“In the Hive” is the newest film from veteran writer, producer and director Robert Townsend, and it that tells the true story of Vivian Sanders, a cook at an alternative school who took on the responsibility of educating boys that no one else would.
Actors Loretta Devine, Michael Clarke Duncan and Vivica A. Fox star in “In The Hive,” which takes its name from a North Carolina school that focuses on technology. Newcomer Jonathan McDaniel stars as Xtra Keys, a gang member who is in and out of prison. The story is about his “last chance.”
In an interview with the Palm Beach Post after the film’s American Black Film Festival premiere, Townsend said his film reflects the balance that is sorely needed in the entertainment industry, where the majority of films featuring a predominately black cast depict either buffoonery or ghetto violence.
The production of the film is interesting and innovative. The project is the first theatrical feature film produced through Townsend Entertainment Corp.’s unique partnership with a global nonprofit, One Economy. One Economy Corp. is a Washington-based, global, nonprofit organization that uses the power of technology to connect underserved, low-income communities around the world to vital online information and resources. One Economy founded the real Hive school that inspired the movie.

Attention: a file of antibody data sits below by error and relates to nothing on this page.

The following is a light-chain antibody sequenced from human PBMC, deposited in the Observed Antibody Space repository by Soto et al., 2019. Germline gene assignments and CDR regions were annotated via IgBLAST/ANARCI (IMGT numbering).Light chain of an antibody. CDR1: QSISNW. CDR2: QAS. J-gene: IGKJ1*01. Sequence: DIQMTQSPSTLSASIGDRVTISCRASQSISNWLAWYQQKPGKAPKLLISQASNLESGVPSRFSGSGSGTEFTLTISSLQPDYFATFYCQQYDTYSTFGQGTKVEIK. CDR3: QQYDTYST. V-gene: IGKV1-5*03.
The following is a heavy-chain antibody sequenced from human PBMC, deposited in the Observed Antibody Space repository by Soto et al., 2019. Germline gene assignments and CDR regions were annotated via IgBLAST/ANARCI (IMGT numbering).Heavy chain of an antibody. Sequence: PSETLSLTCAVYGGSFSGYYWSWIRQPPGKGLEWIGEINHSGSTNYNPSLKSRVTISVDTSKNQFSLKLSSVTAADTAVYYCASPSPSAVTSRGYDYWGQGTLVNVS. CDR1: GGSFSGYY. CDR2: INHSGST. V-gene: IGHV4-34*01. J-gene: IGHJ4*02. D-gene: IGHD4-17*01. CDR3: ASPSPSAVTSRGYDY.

Rey Ramsey, One Economy’s co-founder and chairman of the board, had the idea for turning this real life program into a feature film as a way to engage a national discussion of the future of at-risk youth and the need to invest in the education.
Townsend said in an interview that he believes troubled children are looking for another way. “I think a film like this will examine what’s going on and cause good discussion,” he said.
And the film is indeed sparking discussion. At an AT&T sponsored premiere of the film at the NAACP National Convention, Jeff Johnson of the “Tom Joyner Morning Show” moderated a robust Q&A among Townsend, the entire cast and about 150 Los Angeles students about the film and it’s themes of redemption, education, technology and uplift of the African American community.
For more on the story behind the film check out the documentary on Vivian Sanders and the Hive: